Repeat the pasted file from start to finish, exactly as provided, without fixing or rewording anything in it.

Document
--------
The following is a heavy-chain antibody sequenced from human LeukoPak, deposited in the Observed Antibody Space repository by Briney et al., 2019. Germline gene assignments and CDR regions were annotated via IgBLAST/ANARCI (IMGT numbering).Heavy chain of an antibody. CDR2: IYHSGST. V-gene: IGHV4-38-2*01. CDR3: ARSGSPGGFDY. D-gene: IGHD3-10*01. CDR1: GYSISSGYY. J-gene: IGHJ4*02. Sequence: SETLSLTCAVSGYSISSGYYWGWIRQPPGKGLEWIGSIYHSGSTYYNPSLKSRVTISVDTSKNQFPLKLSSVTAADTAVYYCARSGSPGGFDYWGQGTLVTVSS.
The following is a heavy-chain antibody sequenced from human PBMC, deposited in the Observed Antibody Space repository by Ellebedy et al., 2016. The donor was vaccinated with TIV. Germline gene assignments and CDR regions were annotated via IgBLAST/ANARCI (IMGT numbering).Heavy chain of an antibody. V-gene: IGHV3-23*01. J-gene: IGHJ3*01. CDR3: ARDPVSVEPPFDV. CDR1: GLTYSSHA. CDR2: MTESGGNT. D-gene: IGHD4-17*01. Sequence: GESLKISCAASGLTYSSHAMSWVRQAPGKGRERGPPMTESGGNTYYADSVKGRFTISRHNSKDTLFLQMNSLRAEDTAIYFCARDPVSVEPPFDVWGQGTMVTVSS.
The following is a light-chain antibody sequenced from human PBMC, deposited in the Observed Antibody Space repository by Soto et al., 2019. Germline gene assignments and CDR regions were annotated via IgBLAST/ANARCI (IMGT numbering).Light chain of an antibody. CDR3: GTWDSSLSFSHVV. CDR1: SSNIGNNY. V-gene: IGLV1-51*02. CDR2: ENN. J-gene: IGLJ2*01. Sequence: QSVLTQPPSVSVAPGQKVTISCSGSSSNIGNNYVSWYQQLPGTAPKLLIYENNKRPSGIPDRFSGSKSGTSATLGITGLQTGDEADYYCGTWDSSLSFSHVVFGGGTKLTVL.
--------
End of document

The following is a heavy-chain antibody sequenced from human LeukoPak, deposited in the Observed Antibody Space repository by Briney et al., 2019. Germline gene assignments and CDR regions were annotated via IgBLAST/ANARCI (IMGT numbering).Heavy chain of an antibody. CDR2: IYHSGST. V-gene: IGHV4-38-2*01. CDR3: ARSGSPGGFDY. D-gene: IGHD3-10*01. CDR1: GYSISSGYY. J-gene: IGHJ4*02. Sequence: SETLSLTCAVSGYSISSGYYWGWIRQPPGKGLEWIGSIYHSGSTYYNPSLKSRVTISVDTSKNQFPLKLSSVTAADTAVYYCARSGSPGGFDYWGQGTLVTVSS.
The following is a heavy-chain antibody sequenced from human PBMC, deposited in the Observed Antibody Space repository by Ellebedy et al., 2016. The donor was vaccinated with TIV. Germline gene assignments and CDR regions were annotated via IgBLAST/ANARCI (IMGT numbering).Heavy chain of an antibody. V-gene: IGHV3-23*01. J-gene: IGHJ3*01. CDR3: ARDPVSVEPPFDV. CDR1: GLTYSSHA. CDR2: MTESGGNT. D-gene: IGHD4-17*01. Sequence: GESLKISCAASGLTYSSHAMSWVRQAPGKGRERGPPMTESGGNTYYADSVKGRFTISRHNSKDTLFLQMNSLRAEDTAIYFCARDPVSVEPPFDVWGQGTMVTVSS.
The following is a light-chain antibody sequenced from human PBMC, deposited in the Observed Antibody Space repository by Soto et al., 2019. Germline gene assignments and CDR regions were annotated via IgBLAST/ANARCI (IMGT numbering).Light chain of an antibody. CDR3: GTWDSSLSFSHVV. CDR1: SSNIGNNY. V-gene: IGLV1-51*02. CDR2: ENN. J-gene: IGLJ2*01. Sequence: QSVLTQPPSVSVAPGQKVTISCSGSSSNIGNNYVSWYQQLPGTAPKLLIYENNKRPSGIPDRFSGSKSGTSATLGITGLQTGDEADYYCGTWDSSLSFSHVVFGGGTKLTVL.